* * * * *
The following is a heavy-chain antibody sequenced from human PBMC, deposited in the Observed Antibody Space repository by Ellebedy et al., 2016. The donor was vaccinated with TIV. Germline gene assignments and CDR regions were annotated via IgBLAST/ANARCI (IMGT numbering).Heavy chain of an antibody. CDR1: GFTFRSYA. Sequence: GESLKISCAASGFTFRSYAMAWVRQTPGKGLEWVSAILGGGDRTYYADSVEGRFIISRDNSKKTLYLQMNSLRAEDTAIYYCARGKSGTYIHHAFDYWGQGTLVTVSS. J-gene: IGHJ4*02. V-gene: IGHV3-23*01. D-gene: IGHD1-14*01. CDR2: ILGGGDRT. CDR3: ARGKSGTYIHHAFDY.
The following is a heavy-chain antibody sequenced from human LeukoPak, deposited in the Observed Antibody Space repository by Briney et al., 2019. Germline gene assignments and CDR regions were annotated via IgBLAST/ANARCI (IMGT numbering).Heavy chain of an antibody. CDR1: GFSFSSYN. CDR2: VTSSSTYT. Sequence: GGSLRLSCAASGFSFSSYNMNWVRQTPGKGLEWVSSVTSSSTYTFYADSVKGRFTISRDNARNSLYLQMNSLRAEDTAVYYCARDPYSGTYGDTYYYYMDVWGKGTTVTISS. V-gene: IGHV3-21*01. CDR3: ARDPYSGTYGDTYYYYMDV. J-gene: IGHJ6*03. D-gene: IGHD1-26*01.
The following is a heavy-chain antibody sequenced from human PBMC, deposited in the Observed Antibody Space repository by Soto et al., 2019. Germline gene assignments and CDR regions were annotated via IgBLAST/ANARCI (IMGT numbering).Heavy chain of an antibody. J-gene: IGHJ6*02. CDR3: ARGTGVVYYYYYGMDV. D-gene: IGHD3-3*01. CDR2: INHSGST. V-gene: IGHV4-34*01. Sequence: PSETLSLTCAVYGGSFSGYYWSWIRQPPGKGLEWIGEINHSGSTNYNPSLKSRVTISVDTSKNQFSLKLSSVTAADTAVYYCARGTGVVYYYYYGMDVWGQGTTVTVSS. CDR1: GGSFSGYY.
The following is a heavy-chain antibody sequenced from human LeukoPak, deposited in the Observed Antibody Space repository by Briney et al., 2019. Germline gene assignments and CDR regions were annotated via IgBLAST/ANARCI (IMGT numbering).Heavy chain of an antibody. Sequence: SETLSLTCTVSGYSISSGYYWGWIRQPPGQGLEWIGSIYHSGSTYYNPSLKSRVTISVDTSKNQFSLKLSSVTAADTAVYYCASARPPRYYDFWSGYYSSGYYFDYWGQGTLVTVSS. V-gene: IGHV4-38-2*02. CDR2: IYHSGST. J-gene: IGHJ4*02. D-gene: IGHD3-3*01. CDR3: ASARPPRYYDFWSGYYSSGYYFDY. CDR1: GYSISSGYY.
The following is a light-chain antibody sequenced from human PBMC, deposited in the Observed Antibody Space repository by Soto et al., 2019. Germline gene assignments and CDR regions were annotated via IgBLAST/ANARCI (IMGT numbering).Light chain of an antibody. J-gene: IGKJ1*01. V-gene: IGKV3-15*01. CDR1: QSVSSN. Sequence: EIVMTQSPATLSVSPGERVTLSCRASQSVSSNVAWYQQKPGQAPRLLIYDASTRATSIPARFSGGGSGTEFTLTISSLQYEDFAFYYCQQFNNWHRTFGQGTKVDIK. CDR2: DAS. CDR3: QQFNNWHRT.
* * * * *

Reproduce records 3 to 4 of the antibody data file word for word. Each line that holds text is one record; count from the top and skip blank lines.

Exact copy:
The following is a heavy-chain antibody sequenced from human PBMC, deposited in the Observed Antibody Space repository by Soto et al., 2019. Germline gene assignments and CDR regions were annotated via IgBLAST/ANARCI (IMGT numbering).Heavy chain of an antibody. J-gene: IGHJ6*02. CDR3: ARGTGVVYYYYYGMDV. D-gene: IGHD3-3*01. CDR2: INHSGST. V-gene: IGHV4-34*01. Sequence: PSETLSLTCAVYGGSFSGYYWSWIRQPPGKGLEWIGEINHSGSTNYNPSLKSRVTISVDTSKNQFSLKLSSVTAADTAVYYCARGTGVVYYYYYGMDVWGQGTTVTVSS. CDR1: GGSFSGYY.
The following is a heavy-chain antibody sequenced from human LeukoPak, deposited in the Observed Antibody Space repository by Briney et al., 2019. Germline gene assignments and CDR regions were annotated via IgBLAST/ANARCI (IMGT numbering).Heavy chain of an antibody. Sequence: SETLSLTCTVSGYSISSGYYWGWIRQPPGQGLEWIGSIYHSGSTYYNPSLKSRVTISVDTSKNQFSLKLSSVTAADTAVYYCASARPPRYYDFWSGYYSSGYYFDYWGQGTLVTVSS. V-gene: IGHV4-38-2*02. CDR2: IYHSGST. J-gene: IGHJ4*02. D-gene: IGHD3-3*01. CDR3: ASARPPRYYDFWSGYYSSGYYFDY. CDR1: GYSISSGYY.